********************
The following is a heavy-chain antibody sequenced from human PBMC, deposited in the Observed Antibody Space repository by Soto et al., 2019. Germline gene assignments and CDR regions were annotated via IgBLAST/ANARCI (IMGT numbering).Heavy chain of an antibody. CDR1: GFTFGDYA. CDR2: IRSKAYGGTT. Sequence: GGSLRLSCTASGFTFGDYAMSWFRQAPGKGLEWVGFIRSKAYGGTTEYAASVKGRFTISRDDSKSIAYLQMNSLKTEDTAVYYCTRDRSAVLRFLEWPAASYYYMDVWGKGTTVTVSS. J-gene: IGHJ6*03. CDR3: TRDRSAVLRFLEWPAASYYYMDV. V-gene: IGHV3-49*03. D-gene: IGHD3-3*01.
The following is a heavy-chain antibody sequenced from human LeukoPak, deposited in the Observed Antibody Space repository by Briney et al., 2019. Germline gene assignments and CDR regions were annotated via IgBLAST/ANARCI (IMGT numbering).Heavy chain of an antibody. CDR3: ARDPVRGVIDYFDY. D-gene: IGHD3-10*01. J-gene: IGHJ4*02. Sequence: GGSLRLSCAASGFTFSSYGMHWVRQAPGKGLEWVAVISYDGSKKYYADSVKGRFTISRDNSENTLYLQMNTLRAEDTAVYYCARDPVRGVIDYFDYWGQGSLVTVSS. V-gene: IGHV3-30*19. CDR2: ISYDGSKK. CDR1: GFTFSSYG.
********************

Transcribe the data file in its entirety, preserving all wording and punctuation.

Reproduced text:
The following is a heavy-chain antibody sequenced from human PBMC, deposited in the Observed Antibody Space repository by Soto et al., 2019. Germline gene assignments and CDR regions were annotated via IgBLAST/ANARCI (IMGT numbering).Heavy chain of an antibody. CDR1: GFTFGDYA. CDR2: IRSKAYGGTT. Sequence: GGSLRLSCTASGFTFGDYAMSWFRQAPGKGLEWVGFIRSKAYGGTTEYAASVKGRFTISRDDSKSIAYLQMNSLKTEDTAVYYCTRDRSAVLRFLEWPAASYYYMDVWGKGTTVTVSS. J-gene: IGHJ6*03. CDR3: TRDRSAVLRFLEWPAASYYYMDV. V-gene: IGHV3-49*03. D-gene: IGHD3-3*01.
The following is a heavy-chain antibody sequenced from human LeukoPak, deposited in the Observed Antibody Space repository by Briney et al., 2019. Germline gene assignments and CDR regions were annotated via IgBLAST/ANARCI (IMGT numbering).Heavy chain of an antibody. CDR3: ARDPVRGVIDYFDY. D-gene: IGHD3-10*01. J-gene: IGHJ4*02. Sequence: GGSLRLSCAASGFTFSSYGMHWVRQAPGKGLEWVAVISYDGSKKYYADSVKGRFTISRDNSENTLYLQMNTLRAEDTAVYYCARDPVRGVIDYFDYWGQGSLVTVSS. V-gene: IGHV3-30*19. CDR2: ISYDGSKK. CDR1: GFTFSSYG.